Copyright notice: If you use any content from NLQ, including any of our research or Quoting Quiverfull quotes, please give us credit and a link back to this site. All original content is owned by No Longer Quivering and Patheos.com

Read our hate mail at Jerks 4 Jesus

Check out today’s NLQ News at NLQ Newspaper

Contact NLQ at SuzanneNLQ@gmail.com

Comments open below

NLQ Recommended Reading …

Quiverfull: Inside the Christian Patriarchy Movement by Kathryn Joyce

I Fired God by Jocelyn Zichtermann

13:24 A Dark Thriller by M Dolon Hickmon

About Suzanne Titkemeyer
Suzanne Titkemeyer went from a childhood in Louisiana to a life lived in the shadow of Washington D.C. For many years she worked in the field of social work, from national licensure to working hands on in a children's residential treatment center. Suzanne has been involved with helping the plights of women and children' in religious bondage. She is a ordained Stephen's Minister with many years of counseling experience. Now she's retired to be a full time beach bum in Tamarindo, Costa Rica with the monkeys and iguanas. She is also a thalassophile. She also left behind years in a Quiverfull church and loves to chronicle the worst abuses of that particular theology. She has been happily married to her best friend for the last 33 years. You can read more about the author here.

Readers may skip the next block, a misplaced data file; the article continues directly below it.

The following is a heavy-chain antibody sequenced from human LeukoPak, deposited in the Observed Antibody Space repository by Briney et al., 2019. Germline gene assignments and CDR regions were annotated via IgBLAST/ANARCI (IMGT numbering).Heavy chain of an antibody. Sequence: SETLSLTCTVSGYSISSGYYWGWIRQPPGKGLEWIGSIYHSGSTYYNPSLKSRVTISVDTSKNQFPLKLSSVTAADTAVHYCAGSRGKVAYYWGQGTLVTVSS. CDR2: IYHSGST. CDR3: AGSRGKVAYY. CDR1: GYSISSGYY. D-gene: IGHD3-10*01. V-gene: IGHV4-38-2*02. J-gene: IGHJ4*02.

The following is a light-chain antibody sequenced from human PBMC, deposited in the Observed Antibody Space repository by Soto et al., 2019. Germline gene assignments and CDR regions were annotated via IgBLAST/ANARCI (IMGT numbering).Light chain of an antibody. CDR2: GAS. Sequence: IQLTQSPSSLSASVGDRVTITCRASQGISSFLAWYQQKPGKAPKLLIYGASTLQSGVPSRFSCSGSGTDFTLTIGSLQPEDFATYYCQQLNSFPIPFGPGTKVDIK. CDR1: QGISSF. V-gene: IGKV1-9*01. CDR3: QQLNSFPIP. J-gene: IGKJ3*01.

Browse Our Archives

Follow Us!


TRENDING AT PATHEOS Nonreligious
What Are Your Thoughts?leave a comment
  • RainbowPhoenix

    Maybe if Lori didn’t hate science so much she would know that a child’s emotions are both more extreme and more simple due to the physical structure of the brain. The more nuanced and complex adult emotions come as the brain physically matures during adolescence and into the person’s mid-twenties.

  • Allison the Great

    Further proof that Lori is devoid of empathy and derives pleasure from hurting others both physically and emotionally. I hate this woman, there is so, so much wrong with her.

  • Cynthia

    The 8 yr old’s father works for Ken, so he has less power than his siblings to oppose Lori and she seems to spend more time with his kids than the other grandchildren.

  • AFo

    Let’s not pretend Lori didn’t enjoy seeing her granddaughter in distress. She’s just as sadistic as her idol, Debi Pearl.

  • Gussie FinkNottle

    The way Lori tells it, the sweatshirt episode sounds like NBD. And I probably would have told my kid the same thing: that next time she needed to think and not panic just because we were walking ahead. She’s 8, not 3, and was on a bike, for Christ’s sake!